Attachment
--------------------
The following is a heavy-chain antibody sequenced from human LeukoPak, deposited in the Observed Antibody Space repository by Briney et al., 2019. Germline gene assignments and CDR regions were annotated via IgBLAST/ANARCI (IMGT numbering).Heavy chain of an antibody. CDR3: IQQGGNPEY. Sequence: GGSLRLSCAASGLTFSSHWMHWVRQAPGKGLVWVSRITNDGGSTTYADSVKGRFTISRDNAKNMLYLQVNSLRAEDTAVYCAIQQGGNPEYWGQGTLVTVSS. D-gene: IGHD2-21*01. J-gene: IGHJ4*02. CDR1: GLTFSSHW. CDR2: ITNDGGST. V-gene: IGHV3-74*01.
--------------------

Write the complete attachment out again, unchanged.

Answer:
The following is a heavy-chain antibody sequenced from human LeukoPak, deposited in the Observed Antibody Space repository by Briney et al., 2019. Germline gene assignments and CDR regions were annotated via IgBLAST/ANARCI (IMGT numbering).Heavy chain of an antibody. CDR3: IQQGGNPEY. Sequence: GGSLRLSCAASGLTFSSHWMHWVRQAPGKGLVWVSRITNDGGSTTYADSVKGRFTISRDNAKNMLYLQVNSLRAEDTAVYCAIQQGGNPEYWGQGTLVTVSS. D-gene: IGHD2-21*01. J-gene: IGHJ4*02. CDR1: GLTFSSHW. CDR2: ITNDGGST. V-gene: IGHV3-74*01.